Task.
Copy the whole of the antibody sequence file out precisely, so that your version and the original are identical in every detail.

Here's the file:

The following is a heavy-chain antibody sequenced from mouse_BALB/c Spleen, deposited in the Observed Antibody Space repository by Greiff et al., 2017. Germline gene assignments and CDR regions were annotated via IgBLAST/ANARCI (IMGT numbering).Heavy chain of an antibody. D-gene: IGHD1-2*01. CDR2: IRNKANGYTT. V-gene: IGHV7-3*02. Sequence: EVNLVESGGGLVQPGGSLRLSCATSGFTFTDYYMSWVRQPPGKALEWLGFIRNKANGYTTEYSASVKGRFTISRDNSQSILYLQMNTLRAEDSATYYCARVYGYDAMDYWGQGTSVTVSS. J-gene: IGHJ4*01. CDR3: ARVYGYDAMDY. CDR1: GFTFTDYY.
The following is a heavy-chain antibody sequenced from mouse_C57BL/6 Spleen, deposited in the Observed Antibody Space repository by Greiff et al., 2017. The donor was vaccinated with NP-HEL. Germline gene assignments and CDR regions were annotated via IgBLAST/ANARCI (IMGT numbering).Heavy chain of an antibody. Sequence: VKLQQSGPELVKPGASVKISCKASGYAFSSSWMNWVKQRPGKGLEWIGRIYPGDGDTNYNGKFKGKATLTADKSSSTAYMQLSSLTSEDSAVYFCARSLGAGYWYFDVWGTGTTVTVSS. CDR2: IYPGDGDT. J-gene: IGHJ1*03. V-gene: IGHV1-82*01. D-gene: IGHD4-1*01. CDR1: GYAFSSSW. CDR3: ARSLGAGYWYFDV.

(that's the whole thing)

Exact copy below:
The following is a heavy-chain antibody sequenced from mouse_BALB/c Spleen, deposited in the Observed Antibody Space repository by Greiff et al., 2017. Germline gene assignments and CDR regions were annotated via IgBLAST/ANARCI (IMGT numbering).Heavy chain of an antibody. D-gene: IGHD1-2*01. CDR2: IRNKANGYTT. V-gene: IGHV7-3*02. Sequence: EVNLVESGGGLVQPGGSLRLSCATSGFTFTDYYMSWVRQPPGKALEWLGFIRNKANGYTTEYSASVKGRFTISRDNSQSILYLQMNTLRAEDSATYYCARVYGYDAMDYWGQGTSVTVSS. J-gene: IGHJ4*01. CDR3: ARVYGYDAMDY. CDR1: GFTFTDYY.
The following is a heavy-chain antibody sequenced from mouse_C57BL/6 Spleen, deposited in the Observed Antibody Space repository by Greiff et al., 2017. The donor was vaccinated with NP-HEL. Germline gene assignments and CDR regions were annotated via IgBLAST/ANARCI (IMGT numbering).Heavy chain of an antibody. Sequence: VKLQQSGPELVKPGASVKISCKASGYAFSSSWMNWVKQRPGKGLEWIGRIYPGDGDTNYNGKFKGKATLTADKSSSTAYMQLSSLTSEDSAVYFCARSLGAGYWYFDVWGTGTTVTVSS. CDR2: IYPGDGDT. J-gene: IGHJ1*03. V-gene: IGHV1-82*01. D-gene: IGHD4-1*01. CDR1: GYAFSSSW. CDR3: ARSLGAGYWYFDV.